We've gone to some display homes and the layouts of the Australian home is really very well done when you are doing house work and you still want to be a part of the 'action'.

I'm a newbie, I don't know anything about Melbourne yet. But what I can say is that getting lost in Melbourne showed me its beauty, there really is something for everyone in this huge city.

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Esthee, glad you're enjoying Melbourne. I'm dying to go back there again.

If you feel better, I would heartily suggest you get yourself a bicycle and explore the city by bike path.

You won't need anything fancy, bike theft is fairly common (hipsters everywhere) and Melbourne's flat as a pancake. There are some lovely tracks along the Yarra and you can go and see the Abbotsford Convent and surrounds. Melburnians are a busy lot, always filling every nook and cranny with art and culture.

Edited by Ladyfingers
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My 5 cents. Last year July my family did LSD, and decided to explore Brisbane, Melbourne, and PErth. Perth was my first choice, and Melbourne before we arrived. After LSD we decided on Brisbane, because there is so much to do, and I thinkg easier to settle in except job wise. Also lots of friends already. Perth is just to small and isolated, but I think I will manage to settle in. Melbourne was too foreign, people were friendly, but it was not for me from the day I put my foot in Melbourne. I think it is very important to do an LSD further than just 1 town, because I really think I would have been unhappy if I decided to settle in any other place than Brisbane. We validated our visas in Feb, and concentrated on Brisbane, even put an offer in for piece of land. We just love it, and can't wait to move permanently. It helps a lot to have friends around to support as well.

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We needed clean clothes and the house needed cleaning and I knew it was up to me. The feeling of doing our washing and cleaning for the first time in 7 years (though I love my Christina like she's family) was ... freeing? Their the better half was, sitting on the couch watching some random Australian television, me washing the dishes with some strange soap that looked more like hand soap advertising to be extra kind to dry hands smelling like jasmine while the washing mashine was washing in the laundry room and the tumble drying was working outside, and I was taken to my childhood many many years ago. Where my mother was doing the same and we were playing on the floor. Years earlier where we just a family. What can I say, I fell in love with housework.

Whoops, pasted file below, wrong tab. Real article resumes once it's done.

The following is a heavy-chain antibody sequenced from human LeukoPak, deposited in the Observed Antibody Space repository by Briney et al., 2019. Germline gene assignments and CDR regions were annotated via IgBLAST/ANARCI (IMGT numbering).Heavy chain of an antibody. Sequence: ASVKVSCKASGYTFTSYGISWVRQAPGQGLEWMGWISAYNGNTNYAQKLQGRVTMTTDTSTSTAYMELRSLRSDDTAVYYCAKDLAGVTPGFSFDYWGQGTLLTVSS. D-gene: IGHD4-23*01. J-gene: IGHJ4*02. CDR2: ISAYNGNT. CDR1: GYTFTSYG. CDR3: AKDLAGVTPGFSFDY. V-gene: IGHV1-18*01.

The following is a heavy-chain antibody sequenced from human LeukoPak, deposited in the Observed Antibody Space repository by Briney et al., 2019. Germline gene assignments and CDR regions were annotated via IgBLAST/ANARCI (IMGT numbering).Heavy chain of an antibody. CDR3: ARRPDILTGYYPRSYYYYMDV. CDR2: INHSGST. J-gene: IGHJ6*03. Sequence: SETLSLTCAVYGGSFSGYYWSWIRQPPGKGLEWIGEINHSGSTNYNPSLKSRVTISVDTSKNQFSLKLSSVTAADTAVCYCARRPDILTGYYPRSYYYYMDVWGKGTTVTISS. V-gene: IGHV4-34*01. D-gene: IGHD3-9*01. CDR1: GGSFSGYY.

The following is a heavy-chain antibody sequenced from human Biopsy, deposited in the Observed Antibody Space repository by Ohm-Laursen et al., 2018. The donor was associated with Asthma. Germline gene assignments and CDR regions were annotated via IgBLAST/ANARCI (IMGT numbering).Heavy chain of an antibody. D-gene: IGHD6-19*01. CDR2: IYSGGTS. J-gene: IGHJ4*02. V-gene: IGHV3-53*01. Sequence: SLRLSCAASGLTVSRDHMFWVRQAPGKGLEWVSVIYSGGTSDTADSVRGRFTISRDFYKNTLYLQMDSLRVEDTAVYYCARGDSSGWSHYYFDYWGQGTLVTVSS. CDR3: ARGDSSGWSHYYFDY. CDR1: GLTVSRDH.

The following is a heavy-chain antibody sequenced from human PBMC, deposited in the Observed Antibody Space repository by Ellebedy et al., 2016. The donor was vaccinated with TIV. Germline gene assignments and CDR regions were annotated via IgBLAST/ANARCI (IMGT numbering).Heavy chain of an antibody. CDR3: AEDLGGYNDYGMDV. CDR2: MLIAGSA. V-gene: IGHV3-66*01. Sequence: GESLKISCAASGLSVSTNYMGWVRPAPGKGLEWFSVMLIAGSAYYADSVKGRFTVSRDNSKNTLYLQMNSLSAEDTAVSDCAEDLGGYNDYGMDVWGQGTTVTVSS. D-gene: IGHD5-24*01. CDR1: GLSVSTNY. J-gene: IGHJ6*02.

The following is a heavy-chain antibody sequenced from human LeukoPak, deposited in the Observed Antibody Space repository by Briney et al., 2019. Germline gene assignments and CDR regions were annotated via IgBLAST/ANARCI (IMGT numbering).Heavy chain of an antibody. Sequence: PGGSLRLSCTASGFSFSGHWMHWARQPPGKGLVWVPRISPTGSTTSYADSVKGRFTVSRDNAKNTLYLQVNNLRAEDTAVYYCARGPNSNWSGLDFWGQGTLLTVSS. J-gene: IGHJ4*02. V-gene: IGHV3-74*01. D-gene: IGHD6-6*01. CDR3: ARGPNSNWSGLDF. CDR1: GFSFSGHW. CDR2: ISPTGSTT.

I have to agree with you here! :) I have always hated housework, and in a way it is still not my favourite, BUT - even though Nonhlanhla was also just about part of our family - I absolutely love having my house to myself for the first time in years ...

And I have come to realise that, if you stay on top of it (do not allow your washing to take over your laundry, but wash as soon as you have a full load!), it is actually not that awful at all! We do the house in stages (the kids now have 'real' chores, something that was very foreign to them :) ), and next thing you know you are done with the housework and you can sit back and relax.

I also just love Melbourne, though we live out in the country. We went for a drive in the city last weekend (my first time, as it was straight here from the airport when we arrived, and everytime we go somewhere that side, we bypass the city with all the freeways), and I loved the atmosphere, the buildings, everything, can't wait to go back for a whole day to just walk around.